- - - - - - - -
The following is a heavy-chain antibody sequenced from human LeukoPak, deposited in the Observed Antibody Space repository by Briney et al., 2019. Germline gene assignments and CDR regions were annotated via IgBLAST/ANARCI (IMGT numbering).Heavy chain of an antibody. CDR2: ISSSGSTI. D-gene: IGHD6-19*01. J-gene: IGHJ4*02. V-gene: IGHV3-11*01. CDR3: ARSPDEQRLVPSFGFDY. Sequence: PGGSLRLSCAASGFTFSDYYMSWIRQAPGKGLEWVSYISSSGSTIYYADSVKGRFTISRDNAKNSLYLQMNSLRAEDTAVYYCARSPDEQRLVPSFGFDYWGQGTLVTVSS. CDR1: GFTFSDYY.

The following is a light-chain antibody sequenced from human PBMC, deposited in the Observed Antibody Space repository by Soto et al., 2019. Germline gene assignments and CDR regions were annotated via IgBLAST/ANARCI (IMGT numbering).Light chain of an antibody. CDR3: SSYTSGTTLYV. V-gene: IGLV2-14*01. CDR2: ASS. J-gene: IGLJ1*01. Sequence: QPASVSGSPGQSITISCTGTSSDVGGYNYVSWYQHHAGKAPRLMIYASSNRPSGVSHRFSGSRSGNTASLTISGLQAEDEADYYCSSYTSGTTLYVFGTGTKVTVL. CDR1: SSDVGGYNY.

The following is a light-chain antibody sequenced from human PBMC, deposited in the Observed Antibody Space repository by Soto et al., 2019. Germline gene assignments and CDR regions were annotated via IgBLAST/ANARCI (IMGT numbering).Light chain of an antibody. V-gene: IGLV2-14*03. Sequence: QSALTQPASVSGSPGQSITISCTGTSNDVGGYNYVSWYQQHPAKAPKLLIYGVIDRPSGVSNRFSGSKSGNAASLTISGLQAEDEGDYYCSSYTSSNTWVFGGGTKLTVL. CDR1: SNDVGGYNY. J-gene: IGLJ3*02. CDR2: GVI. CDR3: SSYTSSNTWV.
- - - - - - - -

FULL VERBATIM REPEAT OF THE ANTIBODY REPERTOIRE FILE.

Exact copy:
The following is a heavy-chain antibody sequenced from human LeukoPak, deposited in the Observed Antibody Space repository by Briney et al., 2019. Germline gene assignments and CDR regions were annotated via IgBLAST/ANARCI (IMGT numbering).Heavy chain of an antibody. CDR2: ISSSGSTI. D-gene: IGHD6-19*01. J-gene: IGHJ4*02. V-gene: IGHV3-11*01. CDR3: ARSPDEQRLVPSFGFDY. Sequence: PGGSLRLSCAASGFTFSDYYMSWIRQAPGKGLEWVSYISSSGSTIYYADSVKGRFTISRDNAKNSLYLQMNSLRAEDTAVYYCARSPDEQRLVPSFGFDYWGQGTLVTVSS. CDR1: GFTFSDYY.

The following is a light-chain antibody sequenced from human PBMC, deposited in the Observed Antibody Space repository by Soto et al., 2019. Germline gene assignments and CDR regions were annotated via IgBLAST/ANARCI (IMGT numbering).Light chain of an antibody. CDR3: SSYTSGTTLYV. V-gene: IGLV2-14*01. CDR2: ASS. J-gene: IGLJ1*01. Sequence: QPASVSGSPGQSITISCTGTSSDVGGYNYVSWYQHHAGKAPRLMIYASSNRPSGVSHRFSGSRSGNTASLTISGLQAEDEADYYCSSYTSGTTLYVFGTGTKVTVL. CDR1: SSDVGGYNY.

The following is a light-chain antibody sequenced from human PBMC, deposited in the Observed Antibody Space repository by Soto et al., 2019. Germline gene assignments and CDR regions were annotated via IgBLAST/ANARCI (IMGT numbering).Light chain of an antibody. V-gene: IGLV2-14*03. Sequence: QSALTQPASVSGSPGQSITISCTGTSNDVGGYNYVSWYQQHPAKAPKLLIYGVIDRPSGVSNRFSGSKSGNAASLTISGLQAEDEGDYYCSSYTSSNTWVFGGGTKLTVL. CDR1: SNDVGGYNY. J-gene: IGLJ3*02. CDR2: GVI. CDR3: SSYTSSNTWV.